Withholding pay, stealing documents, under-reporting hours – these are all common employer abuses seasonal workers on U.S. visas face.
In 2013, more than 74,000 H-2A seasonal agriculture work visas and 57,600 H-2B non-agriculture seasonal work visas were issued.
The number of workers on H-2A seasonal agriculture visas increased 23 percent between 2009 and 2013.
Because of a lack of information about these jobs, workers’ chance of avoiding employer abuse is jeopardized before they even begin working.
According to a recent Government Accountability Office report, job and employer information is not publicly available, so workers and their advocates cannot verify if jobs are legitimate.
“Without accurate, accessible information about employers, recruiters and jobs during the recruitment process, potential foreign workers are unable to effectively evaluate the existence and nature of specific jobs… potentially making them more vulnerable to abuse,” the report says.
Additionally, the Department of Labor does not collect any information on the third-party recruiters companies use to find workers. About 44 percent of employers use third-party recruiters, according to Department of Homeland Security petition forms.
This leads to one of the major problems the Government Accountability Office report highlights – a lack of sharing of information among agencies.
Multiple agencies are involved in screening employers, including the Department of Homeland Security, the Department of Labor and the Department of State, but little information is shared between the agencies.
This means, as the Government Accountability Office found, an employer who is blacklisted by one agency can still be approved by another agency.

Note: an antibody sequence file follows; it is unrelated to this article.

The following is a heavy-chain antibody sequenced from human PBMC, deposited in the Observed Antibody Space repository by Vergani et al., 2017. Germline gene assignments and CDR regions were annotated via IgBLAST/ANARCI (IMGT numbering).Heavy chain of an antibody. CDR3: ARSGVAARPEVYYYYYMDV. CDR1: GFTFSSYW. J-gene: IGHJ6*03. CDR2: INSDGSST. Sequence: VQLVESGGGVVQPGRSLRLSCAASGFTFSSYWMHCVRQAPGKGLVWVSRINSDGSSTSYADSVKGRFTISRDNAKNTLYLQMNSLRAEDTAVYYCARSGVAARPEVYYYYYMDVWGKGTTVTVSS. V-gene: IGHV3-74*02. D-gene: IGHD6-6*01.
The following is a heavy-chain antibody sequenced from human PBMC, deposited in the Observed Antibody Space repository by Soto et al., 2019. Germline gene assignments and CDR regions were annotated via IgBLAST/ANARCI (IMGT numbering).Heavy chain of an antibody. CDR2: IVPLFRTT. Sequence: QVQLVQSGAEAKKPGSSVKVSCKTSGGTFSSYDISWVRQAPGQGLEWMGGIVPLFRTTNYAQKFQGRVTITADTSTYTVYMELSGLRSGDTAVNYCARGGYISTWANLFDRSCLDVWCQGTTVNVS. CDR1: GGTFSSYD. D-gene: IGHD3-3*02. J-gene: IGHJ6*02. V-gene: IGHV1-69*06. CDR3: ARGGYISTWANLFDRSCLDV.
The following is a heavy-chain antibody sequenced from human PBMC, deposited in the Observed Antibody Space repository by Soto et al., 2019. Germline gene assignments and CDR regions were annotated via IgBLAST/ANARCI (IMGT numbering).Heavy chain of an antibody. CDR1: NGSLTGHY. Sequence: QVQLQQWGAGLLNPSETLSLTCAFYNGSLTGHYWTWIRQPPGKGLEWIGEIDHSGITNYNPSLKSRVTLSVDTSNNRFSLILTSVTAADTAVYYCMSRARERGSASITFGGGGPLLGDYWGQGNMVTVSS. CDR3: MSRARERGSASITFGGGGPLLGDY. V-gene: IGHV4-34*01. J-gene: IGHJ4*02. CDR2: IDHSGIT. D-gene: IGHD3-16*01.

The GAO cited specific instances.
“Officials at State’s Kentucky Consular Center (KCC) said they compare petitions that DHS approves to DOL’s public debarment list and have, in fact, found a small number of approved petitions from debarred employers,” the report says.
Information on employers are still all in paper, though there has been talk of sharing information between the Department of Homeland Security and Department of Labor electronically for two years, according to the report.
The Department of Homeland Security said its goal was to have a signed agreement to share information among agencies by fiscal year 2016.
“The draft agreement is currently undergoing internal agency review,” Jim Crumpacker, director of the departmental GAO-Office of Inspector General Liaison Office wrote in response to the GAO report’s recommendations.
Members of Congress call for H-2A reform
Last month, nearly 60 members of Congress signed a letter to U.S. Speaker of the House John Boehner and Chairman Bob Goodlatte that called the current H-2A program “unworkable.”
The members of Congress expressed concern that the current visa system for seasonal agriculture workers does not function in conjunction with the E-Verify program. Employers use the E-Verify program to screen for undocumented workers.
“We stand ready to work with you to ensure enforcement of our immigration laws while also implementing critically needed reform for agricultural labor,” the Congress members wrote.
Miguel Keberlein Gutiérrez, supervisory attorney at Legal Assistance Foundation of Chicago, said at a Midwest Center for Investigative Reporting conference this month that agricultural labor could not be done in this country without recruiting outside labor.
“The crew leader or the company itself goes to the government and says ‘We can’t find enough U.S. eligible workers to do this,’” he said. “Which, in the case of agriculture and some of this work, I actually would says that’s probably true because it’s such brutal work.”